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Trans-Pacific Partnership: What's in it for Canada?

The CBC's James Fitz-Morris explains what the massive Trans-Pacific Partnership trade agreement could mean for Canada. The deal could spell trouble for our dairy and automotive industries, but also be a boon for other parts of our economy.

Dairy, automotive sectors could face major disruption if deal is signed

The CBC's James Fitz-Morris explains what exactly the Trans-Pacific Partnership could mean for Canada. Could it be a boon for the economy? 1:36

Trade negotiators for the 12 countries involved in the Trans-Pacific Partnership (TPP) talks have assembled in Atlanta this week, hoping to hammer out the final details of a massive free trade agreement.

The deal is significant for the global economy, in part because some 800 million people would live in the new free trade zone and nearly 40 per cent of the global economy would fall under its auspices.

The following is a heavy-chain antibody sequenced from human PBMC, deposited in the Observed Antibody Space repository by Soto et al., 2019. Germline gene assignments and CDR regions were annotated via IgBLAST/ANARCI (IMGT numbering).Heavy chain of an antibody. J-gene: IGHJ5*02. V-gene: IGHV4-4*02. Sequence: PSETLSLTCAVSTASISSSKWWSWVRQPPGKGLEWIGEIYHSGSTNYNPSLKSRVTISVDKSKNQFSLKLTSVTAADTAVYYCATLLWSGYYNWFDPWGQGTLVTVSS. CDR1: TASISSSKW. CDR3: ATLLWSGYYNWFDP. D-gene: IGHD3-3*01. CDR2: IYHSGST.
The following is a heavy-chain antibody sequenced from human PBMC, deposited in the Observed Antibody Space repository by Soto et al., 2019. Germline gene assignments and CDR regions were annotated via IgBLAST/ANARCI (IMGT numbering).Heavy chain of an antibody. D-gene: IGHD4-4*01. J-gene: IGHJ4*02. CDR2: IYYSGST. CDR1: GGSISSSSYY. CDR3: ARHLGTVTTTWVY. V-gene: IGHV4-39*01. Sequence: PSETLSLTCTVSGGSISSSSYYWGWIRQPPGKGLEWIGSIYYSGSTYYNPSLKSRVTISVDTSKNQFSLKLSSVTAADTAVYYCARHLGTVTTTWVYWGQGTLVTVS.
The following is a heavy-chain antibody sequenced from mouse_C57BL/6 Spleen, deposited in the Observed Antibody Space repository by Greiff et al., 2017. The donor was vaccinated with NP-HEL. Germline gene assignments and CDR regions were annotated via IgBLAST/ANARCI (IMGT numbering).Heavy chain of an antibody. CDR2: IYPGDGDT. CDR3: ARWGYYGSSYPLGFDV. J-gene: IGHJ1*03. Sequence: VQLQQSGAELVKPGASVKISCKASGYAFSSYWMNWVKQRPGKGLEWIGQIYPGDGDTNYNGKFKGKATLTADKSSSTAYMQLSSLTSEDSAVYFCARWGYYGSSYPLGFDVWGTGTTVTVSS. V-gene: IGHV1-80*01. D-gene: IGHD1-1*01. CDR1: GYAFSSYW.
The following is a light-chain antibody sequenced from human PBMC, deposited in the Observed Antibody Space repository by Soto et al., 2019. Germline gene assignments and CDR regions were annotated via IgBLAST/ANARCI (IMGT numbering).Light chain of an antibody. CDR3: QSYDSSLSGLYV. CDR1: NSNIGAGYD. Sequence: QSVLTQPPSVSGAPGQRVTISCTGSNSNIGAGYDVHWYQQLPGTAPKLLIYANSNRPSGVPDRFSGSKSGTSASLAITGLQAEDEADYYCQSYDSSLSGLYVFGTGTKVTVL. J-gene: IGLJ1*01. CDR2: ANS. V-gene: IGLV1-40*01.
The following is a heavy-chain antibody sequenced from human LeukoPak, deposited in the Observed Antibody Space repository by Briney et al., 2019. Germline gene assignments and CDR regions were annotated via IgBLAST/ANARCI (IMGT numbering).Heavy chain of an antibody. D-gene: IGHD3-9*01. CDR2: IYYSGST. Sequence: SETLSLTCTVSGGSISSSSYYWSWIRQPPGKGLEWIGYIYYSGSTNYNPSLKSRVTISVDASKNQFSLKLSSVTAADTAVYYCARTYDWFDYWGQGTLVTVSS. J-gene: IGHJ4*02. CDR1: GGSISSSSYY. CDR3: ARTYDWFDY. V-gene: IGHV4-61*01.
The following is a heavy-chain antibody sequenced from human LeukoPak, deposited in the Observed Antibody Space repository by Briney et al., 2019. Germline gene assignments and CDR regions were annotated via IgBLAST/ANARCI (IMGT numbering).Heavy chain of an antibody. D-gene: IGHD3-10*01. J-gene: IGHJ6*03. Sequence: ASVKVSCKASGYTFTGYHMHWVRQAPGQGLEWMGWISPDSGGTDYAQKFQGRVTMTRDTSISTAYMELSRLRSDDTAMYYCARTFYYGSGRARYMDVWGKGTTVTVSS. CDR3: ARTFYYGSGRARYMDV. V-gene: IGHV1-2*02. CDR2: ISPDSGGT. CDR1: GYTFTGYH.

But what could this massive deal mean for Canada? The talks already have the dairy and automotive industries crying foul. Japan and South Korea want greater access to the North American automotive and auto parts market, a move that could lead to job losses and closed manufacturing plants here.

Australia, New Zealand and the U.S. want Canada to open up the highly restricted dairy market, which is currently a supply management system protected by high tariffs. The dairy industry has said that any further liberalization could lead to "annihilation."

Some observers also say the deal could lower health and safety standards in this country. Others, including trade experts, say the deal could be a boon for other parts of the Canadian economy including beef and canola exporters and financial services.

While there might be trade-offs, the deal could be in Canada's best interest. Watch the video explainer above from the CBC's James Fitz-Morris to see what effects the trade deal would have on Canada.